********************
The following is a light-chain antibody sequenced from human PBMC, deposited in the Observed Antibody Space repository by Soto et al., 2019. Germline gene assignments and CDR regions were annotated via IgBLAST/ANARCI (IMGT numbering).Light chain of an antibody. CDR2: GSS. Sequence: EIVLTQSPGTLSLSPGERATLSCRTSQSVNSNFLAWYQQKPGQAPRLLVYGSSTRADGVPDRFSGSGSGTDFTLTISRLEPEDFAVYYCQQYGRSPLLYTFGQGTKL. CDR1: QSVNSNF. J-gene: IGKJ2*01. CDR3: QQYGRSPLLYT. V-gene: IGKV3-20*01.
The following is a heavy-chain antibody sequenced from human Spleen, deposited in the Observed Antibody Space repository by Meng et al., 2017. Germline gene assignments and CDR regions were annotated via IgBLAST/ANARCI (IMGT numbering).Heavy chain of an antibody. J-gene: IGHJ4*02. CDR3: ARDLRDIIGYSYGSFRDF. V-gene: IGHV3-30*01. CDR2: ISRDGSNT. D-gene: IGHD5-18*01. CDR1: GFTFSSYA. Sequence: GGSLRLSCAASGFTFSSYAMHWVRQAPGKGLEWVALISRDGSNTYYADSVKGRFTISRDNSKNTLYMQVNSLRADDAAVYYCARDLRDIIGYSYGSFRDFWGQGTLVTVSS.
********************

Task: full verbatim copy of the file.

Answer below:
The following is a light-chain antibody sequenced from human PBMC, deposited in the Observed Antibody Space repository by Soto et al., 2019. Germline gene assignments and CDR regions were annotated via IgBLAST/ANARCI (IMGT numbering).Light chain of an antibody. CDR2: GSS. Sequence: EIVLTQSPGTLSLSPGERATLSCRTSQSVNSNFLAWYQQKPGQAPRLLVYGSSTRADGVPDRFSGSGSGTDFTLTISRLEPEDFAVYYCQQYGRSPLLYTFGQGTKL. CDR1: QSVNSNF. J-gene: IGKJ2*01. CDR3: QQYGRSPLLYT. V-gene: IGKV3-20*01.
The following is a heavy-chain antibody sequenced from human Spleen, deposited in the Observed Antibody Space repository by Meng et al., 2017. Germline gene assignments and CDR regions were annotated via IgBLAST/ANARCI (IMGT numbering).Heavy chain of an antibody. J-gene: IGHJ4*02. CDR3: ARDLRDIIGYSYGSFRDF. V-gene: IGHV3-30*01. CDR2: ISRDGSNT. D-gene: IGHD5-18*01. CDR1: GFTFSSYA. Sequence: GGSLRLSCAASGFTFSSYAMHWVRQAPGKGLEWVALISRDGSNTYYADSVKGRFTISRDNSKNTLYMQVNSLRADDAAVYYCARDLRDIIGYSYGSFRDFWGQGTLVTVSS.